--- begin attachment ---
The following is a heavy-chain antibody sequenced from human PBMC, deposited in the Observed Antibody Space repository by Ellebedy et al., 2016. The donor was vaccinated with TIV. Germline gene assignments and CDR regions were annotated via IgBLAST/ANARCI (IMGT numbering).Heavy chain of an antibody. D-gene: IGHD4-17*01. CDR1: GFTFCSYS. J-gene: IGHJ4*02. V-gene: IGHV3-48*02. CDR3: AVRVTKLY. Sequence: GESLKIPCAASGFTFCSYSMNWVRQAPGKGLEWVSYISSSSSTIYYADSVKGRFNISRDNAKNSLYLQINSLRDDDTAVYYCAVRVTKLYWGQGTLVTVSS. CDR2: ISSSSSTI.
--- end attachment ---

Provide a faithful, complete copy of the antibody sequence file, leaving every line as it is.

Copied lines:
The following is a heavy-chain antibody sequenced from human PBMC, deposited in the Observed Antibody Space repository by Ellebedy et al., 2016. The donor was vaccinated with TIV. Germline gene assignments and CDR regions were annotated via IgBLAST/ANARCI (IMGT numbering).Heavy chain of an antibody. D-gene: IGHD4-17*01. CDR1: GFTFCSYS. J-gene: IGHJ4*02. V-gene: IGHV3-48*02. CDR3: AVRVTKLY. Sequence: GESLKIPCAASGFTFCSYSMNWVRQAPGKGLEWVSYISSSSSTIYYADSVKGRFNISRDNAKNSLYLQINSLRDDDTAVYYCAVRVTKLYWGQGTLVTVSS. CDR2: ISSSSSTI.